You can also tell that there were children and older people who participated in the contribution. Sometimes, you can tell when the person is white or Black because they’ll say things like “We stand with you.” These messages are so raw and powerful. There are also the really broad messages that tend to be a favorite of those in the art preservation field because they were created largely by protesters and individuals who had something specific to say. These are not pretty or colorful and mostly they are unfinished, meaning that they are on a plain plywood background. Most of them weren’t painted ahead of time. They are just a bit of spray paint or Sharpie or marker. These are really emotional messages that are electrically charged. You can tell from the spirit of those murals that they were created in a split second. Not with a week’s time or with the participation of a loving community. They were created in trauma. Those are some of the main categories that we have. There are a lot of subcategories including a ton of portraits of George Floyd and there are many messages that speak to other people who were killed in 2020, 2019, or 2018. There’s a lot of messages about police accountability…In 2021, we collected one from on a French store front. It’s one of the only international murals that we have in that it has a lot of different languages on it. They all say things like peace and love and solidarity in French and Italian.

LT: It sounds like MTM has partnered with so many different incredible organizations. You already talked about the Minnesota African American Heritage Museum and Gallery, but you also work with Save the Boards and Visual Black Justice. Do you view partnering with other organizations and creating events as like a key aspect to MTM?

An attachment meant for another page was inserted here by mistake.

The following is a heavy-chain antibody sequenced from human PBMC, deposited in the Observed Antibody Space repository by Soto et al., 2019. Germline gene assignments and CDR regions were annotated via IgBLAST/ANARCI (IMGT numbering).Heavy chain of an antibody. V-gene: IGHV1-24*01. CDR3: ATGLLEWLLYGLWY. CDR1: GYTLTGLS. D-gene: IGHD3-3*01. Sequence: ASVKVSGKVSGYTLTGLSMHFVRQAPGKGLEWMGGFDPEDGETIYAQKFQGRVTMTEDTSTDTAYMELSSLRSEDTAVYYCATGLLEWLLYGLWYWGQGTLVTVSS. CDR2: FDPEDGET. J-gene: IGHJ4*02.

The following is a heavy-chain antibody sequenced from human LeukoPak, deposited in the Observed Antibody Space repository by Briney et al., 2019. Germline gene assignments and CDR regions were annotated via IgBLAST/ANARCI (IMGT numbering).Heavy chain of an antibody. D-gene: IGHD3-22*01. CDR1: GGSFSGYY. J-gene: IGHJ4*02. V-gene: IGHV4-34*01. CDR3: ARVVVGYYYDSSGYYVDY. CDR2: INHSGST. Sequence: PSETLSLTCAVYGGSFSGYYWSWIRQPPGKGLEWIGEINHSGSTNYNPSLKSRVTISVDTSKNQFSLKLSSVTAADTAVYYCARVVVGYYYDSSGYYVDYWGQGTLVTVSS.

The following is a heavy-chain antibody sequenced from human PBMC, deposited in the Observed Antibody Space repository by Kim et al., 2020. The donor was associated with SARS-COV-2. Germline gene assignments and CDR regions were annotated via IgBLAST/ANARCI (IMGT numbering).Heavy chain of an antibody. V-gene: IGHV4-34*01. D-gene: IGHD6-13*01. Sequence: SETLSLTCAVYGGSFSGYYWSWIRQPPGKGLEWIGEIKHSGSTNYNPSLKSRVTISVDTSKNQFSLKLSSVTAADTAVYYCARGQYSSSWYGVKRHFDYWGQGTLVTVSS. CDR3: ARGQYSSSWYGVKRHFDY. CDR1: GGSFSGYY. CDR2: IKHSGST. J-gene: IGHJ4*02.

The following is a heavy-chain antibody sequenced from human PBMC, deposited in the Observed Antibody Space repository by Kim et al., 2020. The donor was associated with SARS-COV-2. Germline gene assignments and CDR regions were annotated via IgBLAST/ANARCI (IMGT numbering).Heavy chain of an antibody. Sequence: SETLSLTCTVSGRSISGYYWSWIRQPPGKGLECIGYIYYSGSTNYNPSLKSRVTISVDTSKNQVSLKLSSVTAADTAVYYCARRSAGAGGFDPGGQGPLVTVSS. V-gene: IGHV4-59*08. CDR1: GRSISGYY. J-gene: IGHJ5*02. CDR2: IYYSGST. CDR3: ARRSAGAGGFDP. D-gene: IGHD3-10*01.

LK: Yes, coalition building is a huge pillar of Memorialize the Movement, because this isn’t just about me, or us, or an organization. This is about how we can contribute to the larger movement. I recently learned about the idea “ecosystem of justice” in which everyone has a job to do. In this system, we create change as long as we are all doing our part and supporting each other’s roles. For me, I think that it’s so important that we continue to partner with other community organizations, because everyone has got to do something to ultimately move the mission forward. Memorialize the Movement focuses on preservation of the murals, accessibility to, and visibility of the murals. The Urban Art Mapping team is recording data not just from Minneapolis, but data from all over the world documenting murals that have been collected or have become permanent fixtures on buildings. There are other organizations like the George Floyd Global Memorial at George Floyd Square. Their job is to preserve that space and continue to hold it so that his story continues to be told and his legacy is not forgotten. Then you have organizations like Render Free, which is a Black woman owned and operated co-working space and healing space here in Minneapolis. It’s for self-identified women of color and their job is to hold space for us, so that when we’re burnt out and when we’re tired, or just need to be in a community with other Black and Brown women, we have a place to go. That’s where I go to work. A lot of other women who have memberships are either entrepreneurs or activists and organizers who are constantly dealing with the stress of the world. When we step into that space, we can let it all go. So, everyone has a job to do. It’s not up to any one person or one organization to move the Civil Rights movement forward or to move Black Lives Matter forward. It’s up to all of us.

LT: I was reading about how you are bringing these boards back into the public space. You co-curated Crossroads: The Watermill Center Summer Festival as well as the public exhibition “Justice for George: Messages from the People” in Phelps Field Park. Could you talk about that experience and if you are working on developing other exhibitions?